Proceedings of The Physiological Society

University College London December 2005 (2006) Proc Physiol Soc 1, C12

Oral Communications

Local field potentials from motor and somatosensory cortex show coherence, and directed coherence, with contralateral EMG in the monkey

Wang, Minyan; Witham, Claire L; Baker, Stuart N;

1. School of Clinical Medical Sciences, Sir James Spence Institute, Newcastle Upon Tyne, United Kingdom.

  • Figure 1. Coherence (left) and DC (right) between LFP and contralateral flexor digitorum profundus (FDP) EMG. Dotted line marks significance level (P<0.05).

  • Figure 2. Averaged coherence (left) and DC (right) between LFP and 10 contralateral EMGs.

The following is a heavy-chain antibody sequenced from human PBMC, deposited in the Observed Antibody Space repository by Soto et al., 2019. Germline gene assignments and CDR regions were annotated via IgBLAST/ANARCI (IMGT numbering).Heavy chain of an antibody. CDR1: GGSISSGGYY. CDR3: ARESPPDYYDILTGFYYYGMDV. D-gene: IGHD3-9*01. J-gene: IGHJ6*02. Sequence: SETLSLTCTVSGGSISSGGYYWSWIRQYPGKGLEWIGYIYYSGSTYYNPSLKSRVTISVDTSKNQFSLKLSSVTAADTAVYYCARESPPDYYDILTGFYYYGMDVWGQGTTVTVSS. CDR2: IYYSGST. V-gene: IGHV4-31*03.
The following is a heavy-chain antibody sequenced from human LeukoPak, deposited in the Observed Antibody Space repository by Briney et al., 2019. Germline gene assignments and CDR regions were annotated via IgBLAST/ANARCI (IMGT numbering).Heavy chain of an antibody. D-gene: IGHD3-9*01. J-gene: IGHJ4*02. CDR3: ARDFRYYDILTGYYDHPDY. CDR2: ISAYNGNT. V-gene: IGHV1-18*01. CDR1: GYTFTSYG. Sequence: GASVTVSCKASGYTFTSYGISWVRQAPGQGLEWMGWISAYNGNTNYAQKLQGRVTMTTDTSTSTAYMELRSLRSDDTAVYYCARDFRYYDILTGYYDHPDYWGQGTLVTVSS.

In primates, local field potential (LFP) recordings from primary motor cortex (M1) are coherent with contralateral rectified EMG at 15-35 Hz. Such oscillations may be important for sensorimotor processing; we therefore examined whether somatosensory cortical LFP also shows coherence with EMG. A single macaque monkey was trained to perform a finger flexion task for food reward, and was then implanted (under full general anaesthesia, 3-5% sevoflurane inhalation with 0.025 mg/kg/h alfentanil, and aseptic conditions) with EMG electrodes, a headpiece to allow head fixation, and a recording chamber over the central sulcus. Daily recordings were made from cortical areas 4 (M1), 3a or 2 using glass insulated platinum electrodes or tetrodes. LFP (bandpass 1-100 Hz; referenced to the headpiece) and contralateral EMG from 10 hand and forearm muscles were recorded during task performance. LFP from M1 and area 3a showed significant coherence with EMG in the 20-30 Hz range; coherence with area 2 was weak, and failed to reach significance (P>0.05) when averaged over all 10 available EMG recordings (Figs 1 and 2, left column). Cortico-muscular coherence could be caused by descending pathways from the cortex (e.g. the corticospinal tract), or by ascending inputs carrying sensory feedback from muscle (e.g. the dorsal columns). We investigated these possibilities by calculating directed coherence (DC; Kaminski & Blinowska, 1991), which assesses the extent to which the past history of one signal can predict another. We introduced a novel normalisation for DC: DCi

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